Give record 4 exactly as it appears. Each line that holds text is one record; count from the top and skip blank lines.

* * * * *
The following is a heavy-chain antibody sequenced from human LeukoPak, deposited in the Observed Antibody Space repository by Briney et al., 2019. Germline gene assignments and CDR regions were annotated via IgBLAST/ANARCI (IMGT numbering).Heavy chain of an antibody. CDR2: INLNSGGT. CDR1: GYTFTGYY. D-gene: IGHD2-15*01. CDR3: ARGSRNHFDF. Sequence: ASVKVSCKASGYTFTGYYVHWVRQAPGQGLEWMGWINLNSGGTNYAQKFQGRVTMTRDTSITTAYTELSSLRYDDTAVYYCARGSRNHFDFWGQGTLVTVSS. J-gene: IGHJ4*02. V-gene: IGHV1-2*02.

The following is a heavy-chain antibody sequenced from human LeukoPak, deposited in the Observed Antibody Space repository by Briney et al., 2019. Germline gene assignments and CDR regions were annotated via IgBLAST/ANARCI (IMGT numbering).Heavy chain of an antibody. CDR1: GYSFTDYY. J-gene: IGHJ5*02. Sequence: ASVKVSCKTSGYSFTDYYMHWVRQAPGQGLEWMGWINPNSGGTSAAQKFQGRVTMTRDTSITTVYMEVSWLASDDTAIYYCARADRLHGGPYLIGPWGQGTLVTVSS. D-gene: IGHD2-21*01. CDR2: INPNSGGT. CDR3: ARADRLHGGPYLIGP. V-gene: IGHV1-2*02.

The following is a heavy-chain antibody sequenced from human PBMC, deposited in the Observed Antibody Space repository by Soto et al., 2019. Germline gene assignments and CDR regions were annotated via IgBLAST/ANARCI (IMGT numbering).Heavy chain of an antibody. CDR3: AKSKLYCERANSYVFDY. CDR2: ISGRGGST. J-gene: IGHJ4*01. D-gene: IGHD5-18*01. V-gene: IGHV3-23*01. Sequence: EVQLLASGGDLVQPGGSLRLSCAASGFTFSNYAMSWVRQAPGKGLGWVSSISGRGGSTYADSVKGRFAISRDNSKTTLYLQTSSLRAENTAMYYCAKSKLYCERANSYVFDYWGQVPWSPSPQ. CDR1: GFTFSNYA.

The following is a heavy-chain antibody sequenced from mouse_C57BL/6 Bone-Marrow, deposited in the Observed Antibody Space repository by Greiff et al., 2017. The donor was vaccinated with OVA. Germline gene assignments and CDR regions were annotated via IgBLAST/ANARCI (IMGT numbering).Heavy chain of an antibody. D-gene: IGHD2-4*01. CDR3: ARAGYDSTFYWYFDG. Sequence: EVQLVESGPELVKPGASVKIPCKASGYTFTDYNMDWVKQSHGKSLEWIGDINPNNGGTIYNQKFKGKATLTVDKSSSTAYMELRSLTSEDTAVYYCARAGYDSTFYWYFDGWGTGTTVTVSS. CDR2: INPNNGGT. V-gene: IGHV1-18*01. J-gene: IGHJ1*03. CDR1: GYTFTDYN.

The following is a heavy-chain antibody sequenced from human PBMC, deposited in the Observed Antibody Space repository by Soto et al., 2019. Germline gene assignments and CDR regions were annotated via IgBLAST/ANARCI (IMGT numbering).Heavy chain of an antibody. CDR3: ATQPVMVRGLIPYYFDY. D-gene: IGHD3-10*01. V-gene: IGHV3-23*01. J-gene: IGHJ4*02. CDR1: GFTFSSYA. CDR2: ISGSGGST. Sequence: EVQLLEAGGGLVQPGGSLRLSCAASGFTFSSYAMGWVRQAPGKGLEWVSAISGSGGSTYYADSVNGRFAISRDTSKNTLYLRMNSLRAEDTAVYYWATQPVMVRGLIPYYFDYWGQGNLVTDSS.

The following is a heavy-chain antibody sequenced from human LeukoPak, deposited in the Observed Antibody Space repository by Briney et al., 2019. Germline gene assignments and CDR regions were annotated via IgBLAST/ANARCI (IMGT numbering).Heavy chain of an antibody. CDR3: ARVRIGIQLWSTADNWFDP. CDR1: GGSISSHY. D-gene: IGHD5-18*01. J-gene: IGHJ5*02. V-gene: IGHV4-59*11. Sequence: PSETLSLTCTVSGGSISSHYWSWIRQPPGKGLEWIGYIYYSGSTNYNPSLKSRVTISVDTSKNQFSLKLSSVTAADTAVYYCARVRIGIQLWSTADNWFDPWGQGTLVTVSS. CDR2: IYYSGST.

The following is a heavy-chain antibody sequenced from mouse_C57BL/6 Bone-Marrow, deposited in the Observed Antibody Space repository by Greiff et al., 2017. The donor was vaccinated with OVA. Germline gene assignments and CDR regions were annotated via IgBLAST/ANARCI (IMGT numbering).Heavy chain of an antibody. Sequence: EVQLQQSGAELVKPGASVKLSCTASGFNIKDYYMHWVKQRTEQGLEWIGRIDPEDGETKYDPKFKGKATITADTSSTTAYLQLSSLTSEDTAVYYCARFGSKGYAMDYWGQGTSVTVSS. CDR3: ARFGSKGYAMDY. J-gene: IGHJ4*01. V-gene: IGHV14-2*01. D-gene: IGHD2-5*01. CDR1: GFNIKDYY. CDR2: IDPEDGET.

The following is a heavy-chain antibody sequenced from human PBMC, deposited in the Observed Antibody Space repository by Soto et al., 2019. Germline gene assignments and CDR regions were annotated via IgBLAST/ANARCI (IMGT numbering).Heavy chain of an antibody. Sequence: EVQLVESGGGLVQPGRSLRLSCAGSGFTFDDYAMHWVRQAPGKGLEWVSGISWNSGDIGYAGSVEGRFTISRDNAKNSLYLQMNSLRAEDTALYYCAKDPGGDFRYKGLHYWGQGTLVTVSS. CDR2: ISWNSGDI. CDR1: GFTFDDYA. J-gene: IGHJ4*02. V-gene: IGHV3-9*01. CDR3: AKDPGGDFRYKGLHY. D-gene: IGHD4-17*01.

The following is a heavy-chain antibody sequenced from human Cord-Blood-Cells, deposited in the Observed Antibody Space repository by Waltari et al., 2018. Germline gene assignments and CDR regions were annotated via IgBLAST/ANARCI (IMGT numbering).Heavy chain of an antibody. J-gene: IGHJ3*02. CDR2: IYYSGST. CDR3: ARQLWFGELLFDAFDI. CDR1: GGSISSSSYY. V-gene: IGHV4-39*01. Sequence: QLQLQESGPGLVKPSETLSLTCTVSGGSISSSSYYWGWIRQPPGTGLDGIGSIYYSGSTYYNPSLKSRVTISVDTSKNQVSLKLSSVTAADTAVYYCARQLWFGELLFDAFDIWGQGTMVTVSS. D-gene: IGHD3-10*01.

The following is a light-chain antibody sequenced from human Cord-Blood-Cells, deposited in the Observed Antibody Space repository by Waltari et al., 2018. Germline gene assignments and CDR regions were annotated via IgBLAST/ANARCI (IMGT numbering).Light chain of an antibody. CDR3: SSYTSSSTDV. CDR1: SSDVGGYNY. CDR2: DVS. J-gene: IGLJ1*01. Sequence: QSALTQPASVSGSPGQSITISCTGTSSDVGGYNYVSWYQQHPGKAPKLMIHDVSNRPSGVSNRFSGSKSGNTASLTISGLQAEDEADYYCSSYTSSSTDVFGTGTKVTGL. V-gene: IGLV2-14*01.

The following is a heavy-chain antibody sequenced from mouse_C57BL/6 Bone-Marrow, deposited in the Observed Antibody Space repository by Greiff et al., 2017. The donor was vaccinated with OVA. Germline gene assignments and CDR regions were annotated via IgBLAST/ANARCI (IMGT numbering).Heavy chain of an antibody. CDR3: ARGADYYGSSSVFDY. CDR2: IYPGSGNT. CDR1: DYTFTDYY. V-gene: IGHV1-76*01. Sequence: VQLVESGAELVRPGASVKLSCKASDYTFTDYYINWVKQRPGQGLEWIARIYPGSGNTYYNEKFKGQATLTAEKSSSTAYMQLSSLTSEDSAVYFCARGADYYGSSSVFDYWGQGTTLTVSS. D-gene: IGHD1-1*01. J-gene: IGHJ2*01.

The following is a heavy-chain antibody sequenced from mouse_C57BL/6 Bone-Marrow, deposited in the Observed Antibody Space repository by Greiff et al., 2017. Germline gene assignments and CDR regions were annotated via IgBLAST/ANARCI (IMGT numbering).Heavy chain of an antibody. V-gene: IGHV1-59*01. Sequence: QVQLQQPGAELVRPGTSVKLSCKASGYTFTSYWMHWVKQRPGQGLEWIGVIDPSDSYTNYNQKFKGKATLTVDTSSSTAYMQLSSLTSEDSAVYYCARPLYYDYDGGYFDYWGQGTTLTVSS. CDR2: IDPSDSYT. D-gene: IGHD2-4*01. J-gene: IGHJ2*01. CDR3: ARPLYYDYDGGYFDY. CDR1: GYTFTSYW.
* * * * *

The following is a heavy-chain antibody sequenced from mouse_C57BL/6 Bone-Marrow, deposited in the Observed Antibody Space repository by Greiff et al., 2017. The donor was vaccinated with OVA. Germline gene assignments and CDR regions were annotated via IgBLAST/ANARCI (IMGT numbering).Heavy chain of an antibody. D-gene: IGHD2-4*01. CDR3: ARAGYDSTFYWYFDG. Sequence: EVQLVESGPELVKPGASVKIPCKASGYTFTDYNMDWVKQSHGKSLEWIGDINPNNGGTIYNQKFKGKATLTVDKSSSTAYMELRSLTSEDTAVYYCARAGYDSTFYWYFDGWGTGTTVTVSS. CDR2: INPNNGGT. V-gene: IGHV1-18*01. J-gene: IGHJ1*03. CDR1: GYTFTDYN.